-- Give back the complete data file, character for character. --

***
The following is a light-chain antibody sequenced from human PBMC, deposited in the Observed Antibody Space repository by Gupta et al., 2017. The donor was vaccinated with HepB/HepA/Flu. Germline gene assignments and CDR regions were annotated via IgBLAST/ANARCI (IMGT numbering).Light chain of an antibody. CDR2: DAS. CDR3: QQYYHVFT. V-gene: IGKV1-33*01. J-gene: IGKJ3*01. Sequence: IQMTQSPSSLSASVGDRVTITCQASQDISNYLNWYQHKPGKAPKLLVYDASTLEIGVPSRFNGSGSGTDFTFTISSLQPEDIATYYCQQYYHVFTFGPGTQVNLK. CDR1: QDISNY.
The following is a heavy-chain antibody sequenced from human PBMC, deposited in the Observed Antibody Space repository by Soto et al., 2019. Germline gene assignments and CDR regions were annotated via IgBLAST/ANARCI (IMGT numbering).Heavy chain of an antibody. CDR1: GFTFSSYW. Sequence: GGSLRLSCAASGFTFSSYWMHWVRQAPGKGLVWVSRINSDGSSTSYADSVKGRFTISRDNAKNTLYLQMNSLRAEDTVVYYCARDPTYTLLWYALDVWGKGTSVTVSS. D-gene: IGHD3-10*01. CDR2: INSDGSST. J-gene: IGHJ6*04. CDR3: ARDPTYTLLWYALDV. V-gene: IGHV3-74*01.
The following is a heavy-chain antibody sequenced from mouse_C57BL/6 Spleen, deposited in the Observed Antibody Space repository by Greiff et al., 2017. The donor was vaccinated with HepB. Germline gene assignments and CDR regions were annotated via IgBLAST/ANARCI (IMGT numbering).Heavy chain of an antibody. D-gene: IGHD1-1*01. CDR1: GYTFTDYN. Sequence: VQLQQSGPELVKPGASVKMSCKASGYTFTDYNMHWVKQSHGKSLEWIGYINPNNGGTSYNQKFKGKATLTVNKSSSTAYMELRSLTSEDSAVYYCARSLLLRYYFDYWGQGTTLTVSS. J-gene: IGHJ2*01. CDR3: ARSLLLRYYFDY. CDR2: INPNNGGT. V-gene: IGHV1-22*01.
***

The following is a light-chain antibody sequenced from human PBMC, deposited in the Observed Antibody Space repository by Gupta et al., 2017. The donor was vaccinated with HepB/HepA/Flu. Germline gene assignments and CDR regions were annotated via IgBLAST/ANARCI (IMGT numbering).Light chain of an antibody. CDR2: DAS. CDR3: QQYYHVFT. V-gene: IGKV1-33*01. J-gene: IGKJ3*01. Sequence: IQMTQSPSSLSASVGDRVTITCQASQDISNYLNWYQHKPGKAPKLLVYDASTLEIGVPSRFNGSGSGTDFTFTISSLQPEDIATYYCQQYYHVFTFGPGTQVNLK. CDR1: QDISNY.
The following is a heavy-chain antibody sequenced from human PBMC, deposited in the Observed Antibody Space repository by Soto et al., 2019. Germline gene assignments and CDR regions were annotated via IgBLAST/ANARCI (IMGT numbering).Heavy chain of an antibody. CDR1: GFTFSSYW. Sequence: GGSLRLSCAASGFTFSSYWMHWVRQAPGKGLVWVSRINSDGSSTSYADSVKGRFTISRDNAKNTLYLQMNSLRAEDTVVYYCARDPTYTLLWYALDVWGKGTSVTVSS. D-gene: IGHD3-10*01. CDR2: INSDGSST. J-gene: IGHJ6*04. CDR3: ARDPTYTLLWYALDV. V-gene: IGHV3-74*01.
The following is a heavy-chain antibody sequenced from mouse_C57BL/6 Spleen, deposited in the Observed Antibody Space repository by Greiff et al., 2017. The donor was vaccinated with HepB. Germline gene assignments and CDR regions were annotated via IgBLAST/ANARCI (IMGT numbering).Heavy chain of an antibody. D-gene: IGHD1-1*01. CDR1: GYTFTDYN. Sequence: VQLQQSGPELVKPGASVKMSCKASGYTFTDYNMHWVKQSHGKSLEWIGYINPNNGGTSYNQKFKGKATLTVNKSSSTAYMELRSLTSEDSAVYYCARSLLLRYYFDYWGQGTTLTVSS. J-gene: IGHJ2*01. CDR3: ARSLLLRYYFDY. CDR2: INPNNGGT. V-gene: IGHV1-22*01.